del Norte, Zamboanga del Sur – and nine cities – Cotabato, Dapitan, Dipolog, General Santos, Iligan,
Marawi, Pagadian, Puerto Princesa, and Zamboanga. However, only the provinces of Lanao del Sur,
Maguindanao, Sulu and Tawi-Tawi opted to be part of the autonomous region.
Nonetheless, President Corazon Aquino welcomed the ARMM with high hopes that it would end
hostilities in Mindanao.
The cenSEI Report • March 26-April 1, 2012
Bangsamoro Land
According to the MNLF offcial blogsite, maintained by John Remollo Petalcorin, its director for advocacy
communication, Bangsamoro Land “was already a sovereign nation hundreds of years before it was
illegally annexed as part of the Philippines in the 1935 Constitution of the Republic of the Philippines,” and
then occupied by settlers who were encouraged by the government in the 1950s through the government's
Homestead Program.
“There was no land titling system by the natives of Mindanao at the time. The Philippine government
took advantage of the absense [sic] of land titles to give away lots in Mindanao to poor farmers and other
migrants from other parts of the country,” the MNLF offcial blogsite relates in its History of Armed Confict
Bangsamoro Land comprises Sulu, Mindanao, and Palawan, and consists of 25 provinces: Agusan del
Norte, Agusan del Sur, Basilan, Bukidnon, Compostela Valley, Cotabato, Davao del Norte, Davao del Sur,
Davao Oriental, Lanao del Norte, Lanao del Sur, Maguindanao, Misamis Occidental, Misamis Oriental,
Palawan, Sarangani, South Cotabato, Sultan Kudarat, Sulu, Surigao del Norte, Surigao del Sur, Tawi-Tawi,
Zamboanga del Norte, Zamboanga del Sur, Zamboanga Sibugay.
and the Constitution of the Republic of
the Philippines.” This being inconsistent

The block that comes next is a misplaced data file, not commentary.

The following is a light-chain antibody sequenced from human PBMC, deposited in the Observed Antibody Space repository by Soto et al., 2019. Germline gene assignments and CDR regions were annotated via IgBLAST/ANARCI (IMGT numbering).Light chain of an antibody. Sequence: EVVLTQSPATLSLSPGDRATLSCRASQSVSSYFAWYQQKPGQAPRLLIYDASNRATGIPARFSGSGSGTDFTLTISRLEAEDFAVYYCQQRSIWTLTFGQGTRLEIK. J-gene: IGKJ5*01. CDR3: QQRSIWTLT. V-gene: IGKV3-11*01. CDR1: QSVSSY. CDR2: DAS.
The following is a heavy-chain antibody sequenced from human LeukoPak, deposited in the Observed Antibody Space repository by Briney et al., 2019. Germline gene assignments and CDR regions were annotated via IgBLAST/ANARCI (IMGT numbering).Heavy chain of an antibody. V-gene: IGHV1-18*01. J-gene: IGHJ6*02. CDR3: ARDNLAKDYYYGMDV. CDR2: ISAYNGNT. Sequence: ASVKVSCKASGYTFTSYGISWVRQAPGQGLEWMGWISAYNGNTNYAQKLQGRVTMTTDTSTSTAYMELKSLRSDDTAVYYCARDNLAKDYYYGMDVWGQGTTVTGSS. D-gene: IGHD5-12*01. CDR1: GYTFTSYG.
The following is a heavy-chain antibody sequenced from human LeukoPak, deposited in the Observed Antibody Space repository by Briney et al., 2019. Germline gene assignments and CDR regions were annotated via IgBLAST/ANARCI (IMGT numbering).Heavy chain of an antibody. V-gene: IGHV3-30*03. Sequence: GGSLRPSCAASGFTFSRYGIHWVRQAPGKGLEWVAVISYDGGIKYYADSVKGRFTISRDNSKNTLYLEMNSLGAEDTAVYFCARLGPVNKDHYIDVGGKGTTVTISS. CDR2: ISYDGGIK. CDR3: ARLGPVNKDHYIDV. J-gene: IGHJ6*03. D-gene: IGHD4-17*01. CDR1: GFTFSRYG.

with their original goal of seceding from
Philippine sovereignty, a faction led by
Hashim Salamat broke away and formed
the group that would later be known as the
Moro Islamic Liberation Front (MILF).
A month before this peace agreement
with the MNLF was signed, President
Ramos also jump-started exploratory
talks with the breakaway MILF faction
as it continued its armed struggle for
independence in some provinces in
Mindanao. The low-level negotiations
continued until Joseph Ejercito Estrada
succeeded Ramos, but would adopt a
radically different approach. By 1999, the
peace talks would collapse under Estrada’s
all-out war policy against the MILF and all
armed groups in Mindanao.
The MOA on Ancestral Domain. Upon
Estrada’s ouster in January 2001, Arroyo,
his successor, revived the peace process
by signing the General Framework
for the Resumption of Peace Talks
and its Implementing Guidelines on
March 24, 2001. After seven years of on-
again-off-again talks, the peace panels
of the government and the MILF fnally
agreed on a draft accord on the Ancestral
Domain Aspect of the Tripoli Agreement
(MOA-AD), which was scheduled for
signing on August 5, 2008. The most
important provisions of this MOA-AD
involved the government’s recognition of
a transitory “associative” relation between
the central government and the newly-
introduced “Bangsamoro Juridical Entity”
(BJE), and the implied guarantee that
the government would implement the
necessary constitutional amendments to
create a framework for the MOA-AD’s
Ruling on the petitions fled by the
provinces of North Cotabato, Zamboanga
The Struggle to Silence the Guns of Rebellion
del Norte, Sultan Kudarat, and the cities
of Zamboanga, Iligan, and Isabela,
the Supreme Court struck down as
unconstitutional the “associative”
relationship between the Philippine
government and the BJE. The decision
written by Justice Conchita Carpio Morales
stressed that “the Constitution does not
recognize any state within this country
other than the Philippine State, much less
does it provide for the possibility of any
transitory status to prepare any part of
Philippine territory for independence.”
Likewise, the Court held as
unconstitutional the guarantees under
the MOA-AD that the government would
implement the necessary constitutional
amendments to create a framework for
its implementation. According to the
Court, the peace panel and the President
did not have the authority to make such
guarantees, because they do not have the
power to propose amendments to the
Constitution, such power being vested
exclusively in Congress.
Stalemate. Sporadic fghting followed
the junking of the MOA-AD, with the
year 2008 setting a record-high 30
encounters between government troops